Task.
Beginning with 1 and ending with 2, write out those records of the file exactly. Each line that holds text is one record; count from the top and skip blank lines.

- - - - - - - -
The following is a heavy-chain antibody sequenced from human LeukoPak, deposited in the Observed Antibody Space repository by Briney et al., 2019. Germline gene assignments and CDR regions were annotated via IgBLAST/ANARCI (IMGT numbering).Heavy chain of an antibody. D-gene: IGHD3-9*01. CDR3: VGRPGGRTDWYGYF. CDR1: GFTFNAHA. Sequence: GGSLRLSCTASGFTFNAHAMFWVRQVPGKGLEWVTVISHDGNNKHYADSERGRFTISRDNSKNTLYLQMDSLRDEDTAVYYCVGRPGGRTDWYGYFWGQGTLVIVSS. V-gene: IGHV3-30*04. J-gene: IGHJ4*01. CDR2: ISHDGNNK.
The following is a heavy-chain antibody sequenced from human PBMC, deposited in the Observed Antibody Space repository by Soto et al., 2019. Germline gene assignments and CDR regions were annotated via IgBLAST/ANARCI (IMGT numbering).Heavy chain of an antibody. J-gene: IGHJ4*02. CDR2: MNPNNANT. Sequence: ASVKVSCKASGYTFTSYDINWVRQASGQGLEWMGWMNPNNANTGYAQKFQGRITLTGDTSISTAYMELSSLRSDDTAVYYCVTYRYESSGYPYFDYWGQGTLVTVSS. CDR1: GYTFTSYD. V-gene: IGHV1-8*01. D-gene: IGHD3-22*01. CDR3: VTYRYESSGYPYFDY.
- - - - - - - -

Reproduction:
The following is a heavy-chain antibody sequenced from human LeukoPak, deposited in the Observed Antibody Space repository by Briney et al., 2019. Germline gene assignments and CDR regions were annotated via IgBLAST/ANARCI (IMGT numbering).Heavy chain of an antibody. D-gene: IGHD3-9*01. CDR3: VGRPGGRTDWYGYF. CDR1: GFTFNAHA. Sequence: GGSLRLSCTASGFTFNAHAMFWVRQVPGKGLEWVTVISHDGNNKHYADSERGRFTISRDNSKNTLYLQMDSLRDEDTAVYYCVGRPGGRTDWYGYFWGQGTLVIVSS. V-gene: IGHV3-30*04. J-gene: IGHJ4*01. CDR2: ISHDGNNK.
The following is a heavy-chain antibody sequenced from human PBMC, deposited in the Observed Antibody Space repository by Soto et al., 2019. Germline gene assignments and CDR regions were annotated via IgBLAST/ANARCI (IMGT numbering).Heavy chain of an antibody. J-gene: IGHJ4*02. CDR2: MNPNNANT. Sequence: ASVKVSCKASGYTFTSYDINWVRQASGQGLEWMGWMNPNNANTGYAQKFQGRITLTGDTSISTAYMELSSLRSDDTAVYYCVTYRYESSGYPYFDYWGQGTLVTVSS. CDR1: GYTFTSYD. V-gene: IGHV1-8*01. D-gene: IGHD3-22*01. CDR3: VTYRYESSGYPYFDY.